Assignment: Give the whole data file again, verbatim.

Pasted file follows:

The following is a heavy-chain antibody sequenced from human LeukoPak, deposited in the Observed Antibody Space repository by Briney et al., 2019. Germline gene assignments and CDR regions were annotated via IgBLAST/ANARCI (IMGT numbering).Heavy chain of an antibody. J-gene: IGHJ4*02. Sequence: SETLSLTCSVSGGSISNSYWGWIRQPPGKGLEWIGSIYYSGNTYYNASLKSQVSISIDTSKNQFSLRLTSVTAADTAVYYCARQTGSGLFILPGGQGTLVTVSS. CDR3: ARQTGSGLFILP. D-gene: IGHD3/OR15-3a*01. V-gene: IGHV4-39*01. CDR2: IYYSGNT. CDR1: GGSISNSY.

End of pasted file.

The following is a heavy-chain antibody sequenced from human LeukoPak, deposited in the Observed Antibody Space repository by Briney et al., 2019. Germline gene assignments and CDR regions were annotated via IgBLAST/ANARCI (IMGT numbering).Heavy chain of an antibody. J-gene: IGHJ4*02. Sequence: SETLSLTCSVSGGSISNSYWGWIRQPPGKGLEWIGSIYYSGNTYYNASLKSQVSISIDTSKNQFSLRLTSVTAADTAVYYCARQTGSGLFILPGGQGTLVTVSS. CDR3: ARQTGSGLFILP. D-gene: IGHD3/OR15-3a*01. V-gene: IGHV4-39*01. CDR2: IYYSGNT. CDR1: GGSISNSY.